This is going to make our line into a dashed line but it still might be hard to see unless other parameters are set a particular way. If we click on the size or the weight right here and just roll up the mouse wheel (or click arrow up ) to increase the size of the stroke.
This works exactly as you might expect, broadening the stroke of the selected path. Since the path we’ve created is horizontal, this change should affect the “height” of our line(s).
Step 3: Convert the dashed line into a dotted line.
Then we’re going to come over here to where it says Cap since we want to make a dotted line – we’re going to make this have a rounded cap (else you’ll end up with a “squared” instead of a dotted line.
You might have noticed some dots already started to appear and our line is beginning to take shape.What we can do to make it closer to what we’ve imagined is play with this parameter called “gap”.
As the name suggests it’s used to control the gap between our dashes\dots. “Dash” controls the width (length) of the dashes. As you increase this number you will notice the length of your dashes increasing as well.
Since we want our line to be dotted, all we have to do is bring this value down to 0. If you want to change the size of the dots that is done by changing the stroke weight .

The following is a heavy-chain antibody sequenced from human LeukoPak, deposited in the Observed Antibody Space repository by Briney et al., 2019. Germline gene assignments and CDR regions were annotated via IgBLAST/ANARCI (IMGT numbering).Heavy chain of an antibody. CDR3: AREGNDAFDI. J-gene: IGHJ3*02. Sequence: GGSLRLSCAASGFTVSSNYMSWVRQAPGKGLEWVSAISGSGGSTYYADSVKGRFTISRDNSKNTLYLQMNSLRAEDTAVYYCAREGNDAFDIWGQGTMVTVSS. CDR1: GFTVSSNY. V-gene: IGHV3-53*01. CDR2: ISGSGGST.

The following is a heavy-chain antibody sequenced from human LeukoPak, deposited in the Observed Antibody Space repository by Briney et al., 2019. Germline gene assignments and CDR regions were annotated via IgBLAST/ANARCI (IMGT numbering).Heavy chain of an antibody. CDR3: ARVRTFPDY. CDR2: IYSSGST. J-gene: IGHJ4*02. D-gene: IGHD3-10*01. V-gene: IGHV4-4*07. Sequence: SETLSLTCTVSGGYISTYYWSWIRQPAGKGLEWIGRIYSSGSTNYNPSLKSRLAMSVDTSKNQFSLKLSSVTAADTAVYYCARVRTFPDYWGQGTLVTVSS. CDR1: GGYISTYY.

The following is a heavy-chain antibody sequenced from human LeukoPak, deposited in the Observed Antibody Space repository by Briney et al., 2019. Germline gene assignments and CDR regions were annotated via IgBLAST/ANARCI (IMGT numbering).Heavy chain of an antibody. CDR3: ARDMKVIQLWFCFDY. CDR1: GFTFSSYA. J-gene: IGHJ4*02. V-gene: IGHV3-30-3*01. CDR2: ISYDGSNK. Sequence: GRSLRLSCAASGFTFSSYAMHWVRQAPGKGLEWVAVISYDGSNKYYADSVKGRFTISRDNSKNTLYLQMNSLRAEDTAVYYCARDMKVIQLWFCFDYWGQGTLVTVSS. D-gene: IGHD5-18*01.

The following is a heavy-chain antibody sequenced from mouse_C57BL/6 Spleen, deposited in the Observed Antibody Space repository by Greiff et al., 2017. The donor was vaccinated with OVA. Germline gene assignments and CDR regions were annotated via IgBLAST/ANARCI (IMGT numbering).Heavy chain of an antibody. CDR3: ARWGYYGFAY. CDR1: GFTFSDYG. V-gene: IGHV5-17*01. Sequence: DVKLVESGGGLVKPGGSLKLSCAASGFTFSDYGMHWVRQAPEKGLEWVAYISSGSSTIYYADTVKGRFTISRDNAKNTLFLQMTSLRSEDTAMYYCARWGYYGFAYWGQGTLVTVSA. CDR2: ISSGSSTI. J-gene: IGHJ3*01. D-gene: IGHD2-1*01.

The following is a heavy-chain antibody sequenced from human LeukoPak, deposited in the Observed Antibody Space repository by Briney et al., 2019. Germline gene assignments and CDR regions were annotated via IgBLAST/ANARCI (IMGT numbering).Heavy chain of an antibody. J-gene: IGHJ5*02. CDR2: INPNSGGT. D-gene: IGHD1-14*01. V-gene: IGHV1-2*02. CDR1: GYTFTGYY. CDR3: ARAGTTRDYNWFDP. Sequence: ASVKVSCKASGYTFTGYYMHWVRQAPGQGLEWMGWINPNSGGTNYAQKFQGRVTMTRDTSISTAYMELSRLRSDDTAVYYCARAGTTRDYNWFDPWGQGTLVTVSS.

No matter how much you increase it you will still have a dot, as long as the dash value is set to zero. At the Anchor Point with the pen tool you can curve this line and have a dotted line that follows any shape you want.
Step 4: Style accordingly.
As for the colors, Adobe Illustrator treats whatever is drawn along the path as a stroke so you might want to change the stroke color. If you want to convert it into a vector path you can just go to object \path and click on outline stroke and it will get a solid fill like any other effect or object.
Method 2: Apply a Dotted Line to an Already Existing Shape
Now let’s take a look at how to apply a dotted line to an already existing shape that might already have some other type of stroke applied to it.
Simply grab the rectangle tool over here and create a rectangle. From here on out the procedure is pretty similar to what we’ve already done with the path created by the pen tool before.
Don’t forget to make the stroke color different from the fill color so that you can see the changes you are making in real-time. Adjust the values of all the parameters based on what you now know each of them does.
Don’t forget to use a round cap to get dots (circles, as opposed to squares if you will). And there you go: that’s all you need to do to have a dotted line going around an object. You might want to adjust the spacing between these dots further.
If you want to alter the size of the dots again, use the stroke weight parameter (i) and then make sure to increase the spacing between them again if needed.
Frequently Asked Questions on Dotted Lines in Illustrator
My line in Illustrator appears jagged, but I see no dots. What’s the problem here?
The GAP value has to be greater than the stroke weight in order for the dots to appear as dots.